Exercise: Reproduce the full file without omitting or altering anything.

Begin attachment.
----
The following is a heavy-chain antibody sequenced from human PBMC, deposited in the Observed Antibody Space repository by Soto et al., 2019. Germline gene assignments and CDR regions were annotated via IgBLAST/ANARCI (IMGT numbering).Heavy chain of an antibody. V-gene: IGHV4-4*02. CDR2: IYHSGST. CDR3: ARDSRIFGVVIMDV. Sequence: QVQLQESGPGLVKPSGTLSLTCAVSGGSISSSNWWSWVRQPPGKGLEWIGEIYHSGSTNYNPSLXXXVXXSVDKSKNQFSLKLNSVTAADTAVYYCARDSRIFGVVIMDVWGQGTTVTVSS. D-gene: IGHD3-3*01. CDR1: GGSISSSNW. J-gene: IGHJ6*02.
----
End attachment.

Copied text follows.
The following is a heavy-chain antibody sequenced from human PBMC, deposited in the Observed Antibody Space repository by Soto et al., 2019. Germline gene assignments and CDR regions were annotated via IgBLAST/ANARCI (IMGT numbering).Heavy chain of an antibody. V-gene: IGHV4-4*02. CDR2: IYHSGST. CDR3: ARDSRIFGVVIMDV. Sequence: QVQLQESGPGLVKPSGTLSLTCAVSGGSISSSNWWSWVRQPPGKGLEWIGEIYHSGSTNYNPSLXXXVXXSVDKSKNQFSLKLNSVTAADTAVYYCARDSRIFGVVIMDVWGQGTTVTVSS. D-gene: IGHD3-3*01. CDR1: GGSISSSNW. J-gene: IGHJ6*02.